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Terrorism - Planning Issues for Financial Service Organisations [Hardfacts]


Though the likelihood of terrorism affecting a business is lower than the risk of fire or flood it is an increasing threat that cannot be ignored, especially as the consequences of an attack can be catastrophic. The reliance on the electronic data and control of information, particularly in the Financial Services sector, can magnify the consequences of such an event.

Losses are calculated not just in damage to property and short-term loss of business and profits, but also in less tangible longer term factors, such as a drop in client and public confidence, which days or weeks of in operation would generate. In financial organisations particularly, every second ‘down' could cost millions of pounds.

The Potential Terrorist Threat in the Finance Sector

"The threat from terrorism is real and serious and you need to consider security planning" - Centre for Protection of National Infrastructure.

The Current Threat level from International Terrorism (in the UK) is Severe - Home Office January 2016.

Until relatively recently, the terrorist threat in Great Britain was perceived to arise from the activities of the Provisional IRA (PIRA) but they signed the Good Friday Agreement in April 1998. Although a threat still exists from dissident groups such as the "new" IRA, ONH and Continuity IRA (CIRA), together with IS and Al Qaida and associated networks, other terrorist groups who are willing to pursue their own local or nationalist agendas anywhere they feel they can have an influence and gain international media coverage are also a potential threat.

Additionally, similar threats to organisations could arise from other parties including animal rights activists, disaffected individuals and people wanting to cause harm or disruption to an organisation.

Key Action Steps

  • Method of Attack
  • Managing the Risks
  • Step 1 - Identify the threats
  • Step 2 - Establish what you wish to protect
  • Step 3 - Identify risk reduction measures
  • Step 4 - Review and rehearse

Methods of Attack

Bombs are a popular terrorist weapon but most are improvised and delivered by a variety of methods. The most relevant to businesses are vehicle, letter or hand-carried. Bombs can be explosive, incendiary, chemical or biological and although the risk of such being sent to most companies is extremely low, the threat posed by telephone bomb threats and suspect mail should be taken very seriously. Another growing threat is electronic attack by hacking, insertion of malicious software or hardware and denial of service. Finally, some external threats often rely entirely upon the co-operation of an ‘insider' permanent, temporary, contract or agency staff.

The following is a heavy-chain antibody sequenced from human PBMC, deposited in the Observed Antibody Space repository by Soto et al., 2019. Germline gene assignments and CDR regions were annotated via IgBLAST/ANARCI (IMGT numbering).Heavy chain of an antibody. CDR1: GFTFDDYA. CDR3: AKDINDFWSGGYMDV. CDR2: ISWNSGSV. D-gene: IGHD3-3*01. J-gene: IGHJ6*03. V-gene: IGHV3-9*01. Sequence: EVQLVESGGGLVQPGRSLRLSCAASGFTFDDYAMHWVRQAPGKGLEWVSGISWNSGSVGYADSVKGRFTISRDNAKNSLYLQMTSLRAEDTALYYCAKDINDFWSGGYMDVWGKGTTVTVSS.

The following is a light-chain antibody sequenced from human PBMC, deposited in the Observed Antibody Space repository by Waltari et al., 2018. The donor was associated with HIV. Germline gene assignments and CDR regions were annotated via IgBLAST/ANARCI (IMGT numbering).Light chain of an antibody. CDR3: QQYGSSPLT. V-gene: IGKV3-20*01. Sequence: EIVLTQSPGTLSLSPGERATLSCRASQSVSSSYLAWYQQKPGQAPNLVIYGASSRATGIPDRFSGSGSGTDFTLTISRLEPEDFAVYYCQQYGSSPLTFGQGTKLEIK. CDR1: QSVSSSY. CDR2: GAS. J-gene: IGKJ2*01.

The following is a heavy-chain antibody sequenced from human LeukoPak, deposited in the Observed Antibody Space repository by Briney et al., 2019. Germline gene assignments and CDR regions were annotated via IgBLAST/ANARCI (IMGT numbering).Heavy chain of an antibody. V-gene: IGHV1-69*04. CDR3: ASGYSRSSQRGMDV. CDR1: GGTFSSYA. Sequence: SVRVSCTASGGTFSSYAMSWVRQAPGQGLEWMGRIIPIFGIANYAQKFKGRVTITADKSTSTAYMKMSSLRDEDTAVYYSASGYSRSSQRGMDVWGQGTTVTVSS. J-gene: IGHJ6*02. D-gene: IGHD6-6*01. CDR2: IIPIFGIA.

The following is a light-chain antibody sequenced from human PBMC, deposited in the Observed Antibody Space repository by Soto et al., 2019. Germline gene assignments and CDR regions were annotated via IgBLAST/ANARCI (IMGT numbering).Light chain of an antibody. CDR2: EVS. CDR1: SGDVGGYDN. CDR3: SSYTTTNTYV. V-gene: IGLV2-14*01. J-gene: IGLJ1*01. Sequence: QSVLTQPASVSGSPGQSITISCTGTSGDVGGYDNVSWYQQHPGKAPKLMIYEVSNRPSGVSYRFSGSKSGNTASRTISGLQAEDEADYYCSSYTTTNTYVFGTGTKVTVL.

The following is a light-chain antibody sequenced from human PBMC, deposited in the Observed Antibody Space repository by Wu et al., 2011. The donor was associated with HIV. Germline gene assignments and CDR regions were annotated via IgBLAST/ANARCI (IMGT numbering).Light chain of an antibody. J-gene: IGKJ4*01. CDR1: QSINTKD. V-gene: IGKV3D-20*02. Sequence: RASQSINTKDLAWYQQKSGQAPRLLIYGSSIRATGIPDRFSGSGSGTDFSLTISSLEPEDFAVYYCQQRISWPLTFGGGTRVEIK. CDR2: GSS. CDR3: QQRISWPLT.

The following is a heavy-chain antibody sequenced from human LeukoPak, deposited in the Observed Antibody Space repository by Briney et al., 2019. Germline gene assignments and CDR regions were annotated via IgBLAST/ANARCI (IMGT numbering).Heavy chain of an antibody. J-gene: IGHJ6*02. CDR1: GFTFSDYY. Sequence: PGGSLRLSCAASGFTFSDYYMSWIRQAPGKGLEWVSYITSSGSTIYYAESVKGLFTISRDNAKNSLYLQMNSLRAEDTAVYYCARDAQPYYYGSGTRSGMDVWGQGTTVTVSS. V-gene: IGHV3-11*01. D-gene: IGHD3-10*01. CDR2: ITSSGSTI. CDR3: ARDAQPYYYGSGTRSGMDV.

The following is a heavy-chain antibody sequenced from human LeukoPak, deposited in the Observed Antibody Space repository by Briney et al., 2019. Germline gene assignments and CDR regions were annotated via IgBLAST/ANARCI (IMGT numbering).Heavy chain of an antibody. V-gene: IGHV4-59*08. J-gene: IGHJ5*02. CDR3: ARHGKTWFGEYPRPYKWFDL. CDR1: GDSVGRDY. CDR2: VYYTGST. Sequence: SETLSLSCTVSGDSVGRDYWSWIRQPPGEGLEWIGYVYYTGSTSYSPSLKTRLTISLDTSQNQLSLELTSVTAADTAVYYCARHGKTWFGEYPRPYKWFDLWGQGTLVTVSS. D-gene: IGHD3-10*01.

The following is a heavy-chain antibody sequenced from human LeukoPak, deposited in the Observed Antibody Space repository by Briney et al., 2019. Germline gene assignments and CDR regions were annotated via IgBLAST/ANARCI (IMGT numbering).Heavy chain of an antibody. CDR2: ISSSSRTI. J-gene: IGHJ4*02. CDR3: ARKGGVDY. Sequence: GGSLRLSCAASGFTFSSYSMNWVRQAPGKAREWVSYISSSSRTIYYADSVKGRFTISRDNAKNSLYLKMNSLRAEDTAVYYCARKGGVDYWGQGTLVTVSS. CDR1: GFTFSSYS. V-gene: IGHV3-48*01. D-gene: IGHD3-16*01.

Managing the Risks

The best way for you to manage the risks is to begin by identifying any vulnerability. This will allow security improvements to be made and what type of security plans require to be developed. A simple 4-step process will enable you to do this.

For most businesses there will be no concern and simple good practice combined with vigilance and some consideration of contingency arrangements will be required.

STEP 1 - Identify the Threats

You may need to consider the following:

  • The current national/international picture of recent terrorist activities
  • Anything specific about your building or activities which would attract a terrorist attack
  • Do you have a special relationship with a high profile organisation?
  • Are you located in an area with high risk neighbours and thus have potential to suffer collateral damage?

STEP 2 - Establish What You Wish to Protect

You will probably have 4 main areas you wish to protect:

  • People - staff, visitors, contractors
  • Property - the building and its contents
  • Information - electronic and other data
  • Processes - critical procedures etc
  • People will normally be your first priority the importance of the remainder will depend upon the nature of your business.

STEP 3 - Identify Risk Reduction Measures

Aim to reduce it to an acceptable level by introducing measures appropriate to your business. These will normally fall under 3 headings:

1. Physical Security